Personally i've had morphine once. Completely numbed the pain and gave me no hallucinations, just a wonderful content half asleep, half awake dream like feeling.
Yes, my relative reverted to WW2 & tried to strangle the poor bugger in the next bed thinking he was a German. Things then settled down though.
I've given morphine to many people, but never had anyone have that reaction. However, we use low doses (<20mg), and when Jez had his shoulder op, he thought the Star Wars movie was being reinacted round his bed.
I have had a few people over the years having hallucinations, amongst other side effects. I work mostly in palliative care these days and there are other medications to use as Dauphin says, if its an ongoing issue I would have a chat with the staff and see what the other options are available, although they should be already aware of it. I can empathise in regard to UKC, it can be great help to sound off at times and just splurge thoughts. My father several years ago had a similar outcome and we tried to make the most of the limited time we had, many people were very kind on here and I never forgot it. Thoughts are with you all on this difficult time.
Unpleasant indeed! (Especially for one who doesn't believe in Christ ;)
That does sound pretty horrible. The only other time I've had hallucinations was in the context of sleep deprivation due to shift work... or rather a lack of the shift ending irrespective of the so-called EWTD. That was equally scary, and lucky given that I was leaving work when they started.
Yes I would too. Mind you I've given it to patients in severe pain numerous times and it is a relief to witness their relief, if you see what I mean.
> The one thing I do wonder, though, is that given that the hallucinations that I suffered were rather nasty, why on earth does anyone take the stuff for pleasure??
I think that has a lot to do with what the hippies call 'set and setting'. Halucinations often reflect your mental status at the time. If you are relaxed and happy and mentally stable ones hallucinations are more likely to be pleasant. If you are in pain or in a bad mood this tends to be reflected in your hallucinations. This is why people with depression shouldn't take hallucinogens, or indeed alcohol really for that matter.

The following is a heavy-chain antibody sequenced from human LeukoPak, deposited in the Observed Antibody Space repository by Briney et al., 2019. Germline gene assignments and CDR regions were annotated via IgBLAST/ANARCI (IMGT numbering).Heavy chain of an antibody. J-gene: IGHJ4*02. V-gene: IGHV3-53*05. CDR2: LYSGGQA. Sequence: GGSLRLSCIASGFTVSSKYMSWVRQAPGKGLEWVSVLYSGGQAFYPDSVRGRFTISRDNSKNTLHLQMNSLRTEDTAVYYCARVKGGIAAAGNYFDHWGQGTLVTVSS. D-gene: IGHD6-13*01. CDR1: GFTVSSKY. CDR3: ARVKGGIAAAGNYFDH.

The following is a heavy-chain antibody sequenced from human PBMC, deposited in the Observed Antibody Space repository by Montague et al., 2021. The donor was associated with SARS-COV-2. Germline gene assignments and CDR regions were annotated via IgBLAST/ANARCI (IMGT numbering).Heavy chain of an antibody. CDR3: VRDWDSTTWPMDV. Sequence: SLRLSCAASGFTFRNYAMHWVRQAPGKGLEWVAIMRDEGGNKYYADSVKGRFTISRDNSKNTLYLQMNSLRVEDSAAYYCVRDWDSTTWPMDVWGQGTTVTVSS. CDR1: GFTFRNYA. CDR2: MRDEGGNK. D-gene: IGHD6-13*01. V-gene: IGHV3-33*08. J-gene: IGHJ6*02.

Not that I would take this stuff recreationally, although I didnt have hallucinations, morphine just made me unpleasantly zoned out for weeks when I broke my arms.
> Unpleasant indeed! (Especially for one who doesn't believe in Christ ;)
I was toying with the implications of Coel's hallucination too!
An ex of mine was in hospital, and could hear the devil breathing around his bed, about to take his soul. So he jumped out of the window.
However, the window was shut! And it was on the second floor! He got a bit impaled on the way out, and then ran into some thorny bushes to try to lose the antichrist...
He saw some cars, but didn't want to wave them down in case the devil was in them, but then saw a lorry, and thought that would be OK, so he ran out into the road in his jim-jams, covered in scratches with blood pouring from a wound in his stomach...
The lorry took him to hospital to be stitched up and it was only really at this point that it dawned on him what sort of a hospital the original hospital was.....
Elsewhere on the site
A product review by James Turnbull. James Turnbull at Outside recently took the new Osprey Mutant 38 on a rigorous test in the... Read more
WINTERFEST 2014 at Outside in Hathersage 6th and 7th December 2014 Outside's ever popular Winterfest event is back... Read more
As a long-standing name in the UK rockshoe market, Scarpa have a loyal following and many much-loved models. As a fan... Read more
Nick Livesey discovered the mountains of Snowdonia over a decade ago and finally moved there a year and a half ago, quitting a... Read more
Skiing Baffin’s couloirs has been on my to do list ever since I saw Andrew McLean and Brad Barlage’s inspirational... Read more